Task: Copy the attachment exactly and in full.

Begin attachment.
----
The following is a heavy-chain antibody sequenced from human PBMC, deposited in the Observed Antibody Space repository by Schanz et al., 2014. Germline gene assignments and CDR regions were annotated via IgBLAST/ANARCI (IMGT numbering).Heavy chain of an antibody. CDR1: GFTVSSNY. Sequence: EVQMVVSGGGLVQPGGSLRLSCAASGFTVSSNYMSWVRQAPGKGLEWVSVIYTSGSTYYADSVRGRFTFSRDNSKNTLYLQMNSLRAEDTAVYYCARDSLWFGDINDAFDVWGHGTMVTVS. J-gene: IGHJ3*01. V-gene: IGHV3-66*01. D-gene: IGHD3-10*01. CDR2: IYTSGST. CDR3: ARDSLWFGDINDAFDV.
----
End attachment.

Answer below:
The following is a heavy-chain antibody sequenced from human PBMC, deposited in the Observed Antibody Space repository by Schanz et al., 2014. Germline gene assignments and CDR regions were annotated via IgBLAST/ANARCI (IMGT numbering).Heavy chain of an antibody. CDR1: GFTVSSNY. Sequence: EVQMVVSGGGLVQPGGSLRLSCAASGFTVSSNYMSWVRQAPGKGLEWVSVIYTSGSTYYADSVRGRFTFSRDNSKNTLYLQMNSLRAEDTAVYYCARDSLWFGDINDAFDVWGHGTMVTVS. J-gene: IGHJ3*01. V-gene: IGHV3-66*01. D-gene: IGHD3-10*01. CDR2: IYTSGST. CDR3: ARDSLWFGDINDAFDV.